There are only two reasons an author should ever index their own book.
Money, and curiosity
That is, either
1. They absolutely
don’t want to can’t pay $1000 for someone to do it for them, OR
2. They’re curious about the process and want to learn about it.
That’s it. Otherwise, I think they should hire a professional. Sure, I’m being a little flippant. But after really thinking about every possible angle… I can only think of these two good reasons why an author should ever index their own book. If you’re a self-published author who’s really strapped for cash, then you can try to do it yourself. Or, if you’re just curious about the process and want to learn it, then you can also give it a try. So, there are good reasons why you should index your own book. But there are a lot more bad ones, like these.
“I know my topic and my book better than anyone. So I can write a better index than anyone.”
“I can use that $65 index generator software thing and just have it do it for me.”
“It shouldn’t be that hard to index my own book. I’ll just put something together and save the $1000.”
These are bad reasons. And I’ll show you why in a moment. But first, let me make a quick note about why your nonfiction book should have an index. You can read more about that argument here, but the basic idea is that,
1. Books without indexes are not taken seriously
2. Your reader expects and needs one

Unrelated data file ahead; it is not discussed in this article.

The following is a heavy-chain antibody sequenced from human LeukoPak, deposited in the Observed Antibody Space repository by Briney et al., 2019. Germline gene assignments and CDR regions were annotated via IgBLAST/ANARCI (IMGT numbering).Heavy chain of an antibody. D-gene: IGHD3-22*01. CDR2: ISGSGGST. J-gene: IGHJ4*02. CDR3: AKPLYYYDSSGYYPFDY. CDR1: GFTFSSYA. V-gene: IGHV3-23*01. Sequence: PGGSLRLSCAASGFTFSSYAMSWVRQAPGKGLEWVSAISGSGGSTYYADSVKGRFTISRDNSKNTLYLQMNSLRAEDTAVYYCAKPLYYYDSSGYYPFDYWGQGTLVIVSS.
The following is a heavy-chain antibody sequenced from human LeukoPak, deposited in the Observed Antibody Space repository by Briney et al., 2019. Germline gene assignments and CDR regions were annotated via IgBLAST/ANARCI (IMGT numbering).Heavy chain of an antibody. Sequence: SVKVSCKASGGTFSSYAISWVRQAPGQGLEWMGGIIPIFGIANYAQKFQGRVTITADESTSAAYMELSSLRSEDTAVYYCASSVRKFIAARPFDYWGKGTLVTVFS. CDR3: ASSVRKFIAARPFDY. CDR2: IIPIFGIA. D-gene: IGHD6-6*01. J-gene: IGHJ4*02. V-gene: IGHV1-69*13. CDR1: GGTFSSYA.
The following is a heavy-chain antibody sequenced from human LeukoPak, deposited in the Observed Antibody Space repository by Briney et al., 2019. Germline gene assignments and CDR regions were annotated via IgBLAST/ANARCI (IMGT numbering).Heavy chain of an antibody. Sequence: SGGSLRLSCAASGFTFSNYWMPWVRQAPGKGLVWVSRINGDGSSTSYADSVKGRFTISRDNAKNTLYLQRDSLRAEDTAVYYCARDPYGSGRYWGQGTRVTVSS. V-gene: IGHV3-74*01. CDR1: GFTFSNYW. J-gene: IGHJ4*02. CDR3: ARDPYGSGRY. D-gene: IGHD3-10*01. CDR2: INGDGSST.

3. It increases sales, from prospective buyers and librarians
But let’s say you’re on board with having an index, but you just want to do it yourself. Here’s what I say. The reason why most authors should not write their own index is twofold.
- One, writing an index is really hard and time-consuming.
- And two, it undermines the point of an index.
It takes to long prepare book index
Book indexing is a specialized skill. It takes a long time to learn and requires you to master expensive software programs. Most indexers have Masters degrees or PhD’s or some other kind of certification. A lot of them also were former librarians, or have experience with information architecture — meaning that they’re professionals skilled in the art of organizing information. But even more than their fancy degrees and certifications, good book indexers have the right mindset.
Think about what an indexer does. They have to read an entire book cover-to-cover (usually more than once) and build a model in their head for what text is about. They have to note the peaks and the valleys and the winding ravines and small rocks and grassy expanses — and then build a map of the important stuff.
It’s a very analytical process. But at the same time, it involves a lot of human judgment, especially since the index is really a tool of communication (more on that in a moment).